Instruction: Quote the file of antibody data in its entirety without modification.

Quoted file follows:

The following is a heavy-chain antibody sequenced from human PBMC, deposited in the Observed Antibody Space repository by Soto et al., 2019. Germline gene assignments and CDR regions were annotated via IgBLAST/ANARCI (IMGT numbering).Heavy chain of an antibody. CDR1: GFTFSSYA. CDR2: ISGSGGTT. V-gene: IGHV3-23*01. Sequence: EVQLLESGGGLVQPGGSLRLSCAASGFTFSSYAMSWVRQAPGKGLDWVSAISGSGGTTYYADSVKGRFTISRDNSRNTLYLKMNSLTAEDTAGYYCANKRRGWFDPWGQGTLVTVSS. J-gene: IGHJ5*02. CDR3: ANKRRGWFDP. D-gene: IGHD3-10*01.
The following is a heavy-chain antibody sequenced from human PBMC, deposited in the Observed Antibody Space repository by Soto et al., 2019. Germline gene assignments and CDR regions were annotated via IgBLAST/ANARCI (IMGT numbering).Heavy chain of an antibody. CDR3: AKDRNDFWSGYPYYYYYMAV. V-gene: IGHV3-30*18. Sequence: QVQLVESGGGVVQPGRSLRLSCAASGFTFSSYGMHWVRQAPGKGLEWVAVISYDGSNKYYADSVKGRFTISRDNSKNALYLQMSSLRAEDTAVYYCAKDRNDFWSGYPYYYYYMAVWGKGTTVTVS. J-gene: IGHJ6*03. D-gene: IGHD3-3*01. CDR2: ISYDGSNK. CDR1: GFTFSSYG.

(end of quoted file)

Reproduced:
The following is a heavy-chain antibody sequenced from human PBMC, deposited in the Observed Antibody Space repository by Soto et al., 2019. Germline gene assignments and CDR regions were annotated via IgBLAST/ANARCI (IMGT numbering).Heavy chain of an antibody. CDR1: GFTFSSYA. CDR2: ISGSGGTT. V-gene: IGHV3-23*01. Sequence: EVQLLESGGGLVQPGGSLRLSCAASGFTFSSYAMSWVRQAPGKGLDWVSAISGSGGTTYYADSVKGRFTISRDNSRNTLYLKMNSLTAEDTAGYYCANKRRGWFDPWGQGTLVTVSS. J-gene: IGHJ5*02. CDR3: ANKRRGWFDP. D-gene: IGHD3-10*01.
The following is a heavy-chain antibody sequenced from human PBMC, deposited in the Observed Antibody Space repository by Soto et al., 2019. Germline gene assignments and CDR regions were annotated via IgBLAST/ANARCI (IMGT numbering).Heavy chain of an antibody. CDR3: AKDRNDFWSGYPYYYYYMAV. V-gene: IGHV3-30*18. Sequence: QVQLVESGGGVVQPGRSLRLSCAASGFTFSSYGMHWVRQAPGKGLEWVAVISYDGSNKYYADSVKGRFTISRDNSKNALYLQMSSLRAEDTAVYYCAKDRNDFWSGYPYYYYYMAVWGKGTTVTVS. J-gene: IGHJ6*03. D-gene: IGHD3-3*01. CDR2: ISYDGSNK. CDR1: GFTFSSYG.